When the found father needs help understanding the DNA results

image from a late 19th century Kunisada print owned by Kitty

Often when I help someone find their biological father with DNA it turns out that he never knew about the pregnancy. His reaction when contacted varies greatly, perhaps his memories of the 60s or 70s are quite faint… Frequently his first question is “How did you find me?” Or “What makes you think it’s me?”

Sometimes my answer is because a close relative of yours tested their DNA and helped us. More often I explain the basic methodology of pedigree triangulation that was used, as follows.

We look at the family trees of 2nd, 3rd, and even 4th cousin DNA matches to see what ancestors they have in common with each other. Sometimes we find two shared ancestral couples, then we look for the son of a person descended from one couple who married a daughter descended from the other couple.

Other times we just find one ancestral couple and some common surnames. We build that couple’s family tree downwards, looking for some of the other surnames we found until we find a descendant who was in the right place at the right time to be the missing father. There are a number of posts here describing specific success stories that are tagged Adoption Success Stories. Click here for my favorite and easy to understand story.

Click here for a more advanced explanation of pedigree triangulation with informative images from DNAadoption.org

Next we ask the found possible father to take a DNA test. To encourage him to use the testing company that his probable child used to confirm the results, rather than a commercial paternity test, I send the following plus more details of how he was found including images of the family trees.

The personal genome tests done by companies like Ancestry.com are remarkably accurate for close relative testing but are not as yet very accurate for ethnicity although they are improving regularly. Ethnicity needs a good pool of people to compare to whereas determining close relatives may only need two or three people.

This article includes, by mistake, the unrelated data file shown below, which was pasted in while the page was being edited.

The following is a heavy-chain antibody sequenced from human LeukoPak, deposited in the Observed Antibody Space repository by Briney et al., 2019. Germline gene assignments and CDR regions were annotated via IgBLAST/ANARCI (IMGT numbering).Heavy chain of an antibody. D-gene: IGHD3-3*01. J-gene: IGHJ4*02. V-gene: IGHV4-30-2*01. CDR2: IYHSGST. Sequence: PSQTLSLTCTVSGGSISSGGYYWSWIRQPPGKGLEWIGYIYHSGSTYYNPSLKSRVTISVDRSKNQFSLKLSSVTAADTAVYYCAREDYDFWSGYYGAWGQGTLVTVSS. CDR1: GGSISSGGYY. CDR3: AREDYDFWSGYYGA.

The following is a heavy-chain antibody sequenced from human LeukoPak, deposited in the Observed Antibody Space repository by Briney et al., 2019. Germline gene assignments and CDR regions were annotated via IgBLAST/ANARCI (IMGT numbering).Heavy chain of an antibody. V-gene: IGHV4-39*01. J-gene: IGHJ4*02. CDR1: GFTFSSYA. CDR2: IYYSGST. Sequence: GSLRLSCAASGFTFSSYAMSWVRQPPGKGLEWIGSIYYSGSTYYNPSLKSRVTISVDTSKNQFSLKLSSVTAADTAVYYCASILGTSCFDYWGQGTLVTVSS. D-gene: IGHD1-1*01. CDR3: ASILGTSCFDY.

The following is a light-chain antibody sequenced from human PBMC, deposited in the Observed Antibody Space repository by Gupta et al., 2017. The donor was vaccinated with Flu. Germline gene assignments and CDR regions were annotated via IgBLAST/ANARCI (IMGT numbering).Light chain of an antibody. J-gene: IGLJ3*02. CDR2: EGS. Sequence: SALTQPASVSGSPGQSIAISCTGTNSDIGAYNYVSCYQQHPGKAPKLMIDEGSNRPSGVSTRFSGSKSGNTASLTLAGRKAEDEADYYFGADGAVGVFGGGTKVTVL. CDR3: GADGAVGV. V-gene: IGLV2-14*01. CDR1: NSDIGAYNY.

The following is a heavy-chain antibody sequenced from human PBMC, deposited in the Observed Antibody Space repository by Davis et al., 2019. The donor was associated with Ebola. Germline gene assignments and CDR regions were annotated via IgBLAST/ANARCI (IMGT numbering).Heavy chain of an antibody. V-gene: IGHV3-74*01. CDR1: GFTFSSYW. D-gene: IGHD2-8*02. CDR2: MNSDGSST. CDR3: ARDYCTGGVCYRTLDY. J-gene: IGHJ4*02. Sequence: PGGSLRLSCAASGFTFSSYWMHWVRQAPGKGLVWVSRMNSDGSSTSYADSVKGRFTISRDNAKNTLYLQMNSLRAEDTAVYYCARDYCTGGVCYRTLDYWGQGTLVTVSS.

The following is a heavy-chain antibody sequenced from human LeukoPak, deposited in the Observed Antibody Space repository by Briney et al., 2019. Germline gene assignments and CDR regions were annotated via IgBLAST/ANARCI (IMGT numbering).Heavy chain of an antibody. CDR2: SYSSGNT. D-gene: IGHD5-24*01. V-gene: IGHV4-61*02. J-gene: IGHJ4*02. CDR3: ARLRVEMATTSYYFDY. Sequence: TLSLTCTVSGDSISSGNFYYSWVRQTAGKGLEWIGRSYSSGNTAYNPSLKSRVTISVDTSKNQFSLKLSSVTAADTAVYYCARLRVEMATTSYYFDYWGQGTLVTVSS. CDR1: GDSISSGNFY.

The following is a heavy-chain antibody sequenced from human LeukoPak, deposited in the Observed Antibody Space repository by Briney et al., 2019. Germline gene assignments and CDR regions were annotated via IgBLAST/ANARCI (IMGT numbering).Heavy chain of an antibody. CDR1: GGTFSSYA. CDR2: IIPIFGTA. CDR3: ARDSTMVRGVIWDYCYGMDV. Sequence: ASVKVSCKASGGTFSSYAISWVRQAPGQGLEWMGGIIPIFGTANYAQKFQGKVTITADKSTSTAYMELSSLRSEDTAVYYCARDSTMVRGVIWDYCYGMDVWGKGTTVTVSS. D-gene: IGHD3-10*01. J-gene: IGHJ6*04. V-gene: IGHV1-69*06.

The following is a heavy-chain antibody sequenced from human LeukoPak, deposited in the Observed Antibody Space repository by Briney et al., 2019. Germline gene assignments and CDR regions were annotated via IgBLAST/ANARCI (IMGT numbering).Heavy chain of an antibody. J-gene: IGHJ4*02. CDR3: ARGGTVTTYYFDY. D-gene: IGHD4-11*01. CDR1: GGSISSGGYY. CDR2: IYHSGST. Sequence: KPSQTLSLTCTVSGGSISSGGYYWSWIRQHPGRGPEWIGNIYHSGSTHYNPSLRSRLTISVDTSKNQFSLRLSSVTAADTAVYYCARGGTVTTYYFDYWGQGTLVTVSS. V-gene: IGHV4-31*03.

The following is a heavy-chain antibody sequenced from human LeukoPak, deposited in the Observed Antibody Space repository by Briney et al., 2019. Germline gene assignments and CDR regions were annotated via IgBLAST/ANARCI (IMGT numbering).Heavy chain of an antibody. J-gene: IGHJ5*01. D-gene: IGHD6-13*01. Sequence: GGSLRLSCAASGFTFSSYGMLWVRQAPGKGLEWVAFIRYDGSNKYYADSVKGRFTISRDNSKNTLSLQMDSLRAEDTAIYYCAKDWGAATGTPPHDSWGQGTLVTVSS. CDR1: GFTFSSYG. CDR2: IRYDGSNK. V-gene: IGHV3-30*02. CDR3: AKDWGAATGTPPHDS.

Some background, all humans are about 99.5% alike in their DNA so these tests look at the base pairs in the genome that are expected to be different between people called SNPs. Although most companies test about 700,000 SNPs that is still a very small percentage of the roughly 3 billion base pairs in a genome. To further confuse the issue, the choice of SNPs changes with each company and the companies’ latest test version (called a chip). This means that sometimes there are only 80,000 or so SNPs in common between tests. That is still enough to determine close relatives and far more than traditional paternity tests use.

One of the reasons for the accuracy on close family matching is that every person gets half their DNA from each parent. Of the 23 pairs of chromosomes, one half of each pair is from Mom and the other from Dad. Each parent passes on DNA that has been mixed up (recombined) from what they got from their parent. So a parent/child relationship is unmistakable in the DNA as the child will always share a full 50% or half their chromosomes with a parent.

Here is an example of chromosome by chromosome comparisons of close family done at GEDmatch.com